The record, aside from formal and undisputed matters, consists of the account filed by the executors, a report and exception by the guardian ad litem, an exception by the adult beneficiary, and the order of the court allowing the commissions. From these it appears that the executors, in August, 1923, filed their ninth account, covering the period. from July 11, 1922, to July 12, 1923, hereinafter referred to as the accounting period. In this account they stated, under the heading of "Receipts Principal Account," that, in addition to the balance of principal in their hands on July 11, 1922, shown by their eighth account, they had charged themselves with the profits received during the accounting period from the sales of certain inventoried items, aggregating $1,604.32, and with certain shares of stock which they had received during the accounting period as stock dividends, "at the face or par value thereof," aggregating $1,570,325, making a total of $1,571,929.32, and that they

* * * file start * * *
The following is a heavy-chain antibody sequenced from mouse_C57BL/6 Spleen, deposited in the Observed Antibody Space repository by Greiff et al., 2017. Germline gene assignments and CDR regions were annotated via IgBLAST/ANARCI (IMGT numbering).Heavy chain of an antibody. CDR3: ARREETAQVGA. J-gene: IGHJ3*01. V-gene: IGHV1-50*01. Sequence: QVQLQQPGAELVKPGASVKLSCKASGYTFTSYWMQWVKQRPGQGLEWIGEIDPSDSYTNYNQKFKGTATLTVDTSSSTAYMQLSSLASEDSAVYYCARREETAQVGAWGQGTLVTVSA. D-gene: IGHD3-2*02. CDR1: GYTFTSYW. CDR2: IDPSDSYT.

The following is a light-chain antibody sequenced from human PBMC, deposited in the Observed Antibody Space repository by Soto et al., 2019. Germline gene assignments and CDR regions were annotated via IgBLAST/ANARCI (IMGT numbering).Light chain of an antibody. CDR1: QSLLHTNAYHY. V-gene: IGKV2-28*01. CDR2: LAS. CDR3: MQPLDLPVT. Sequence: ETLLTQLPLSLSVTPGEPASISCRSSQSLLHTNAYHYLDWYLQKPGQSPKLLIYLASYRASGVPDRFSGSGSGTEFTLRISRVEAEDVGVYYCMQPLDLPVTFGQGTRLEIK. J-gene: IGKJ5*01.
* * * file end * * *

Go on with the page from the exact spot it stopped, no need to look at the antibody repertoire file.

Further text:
"claim and hereby retain for their services a commission of 5 percent upon profits realized on proceeds of inventoried items, and the par or face value of stocks received as dividend, viz., $1,571,929.32 . . . . . . $78,596.47."
They further stated, under the heading "Income Account," that, in addition to the balance of income shown by their eighth account, they had charged themselves with income received during the accounting period on the property owned by the estate, aggregating $247,814.39, and that they
"also claim and hereby retain for their services a commission of 5 percent upon the
annual income and profit on income investments received . . . . . . . . $12,390.72."
The guardian ad litem, pursuant to a former order of the court, filed a report concerning the matters involved in this account, in which, after pointing out that the executors on their previous accounts had been allowed commissions of more than $200,000 upon the principal of the estate and $50,000 upon on the income, he insisted that the sum of $12,390.72, claimed as commission on the income received, was a sufficient compensation for their services during the accounting period, and that, as to the additional commission of $78,596.47, claimed on an "increase in principal" of $1,571,929.32, the stock dividends of $1,570,325, of which this mainly consisted, were "not a proper basis upon which to charge a commission," and he specifically "except[ed] to the requested allowance of $78,596.47 for commission on principal."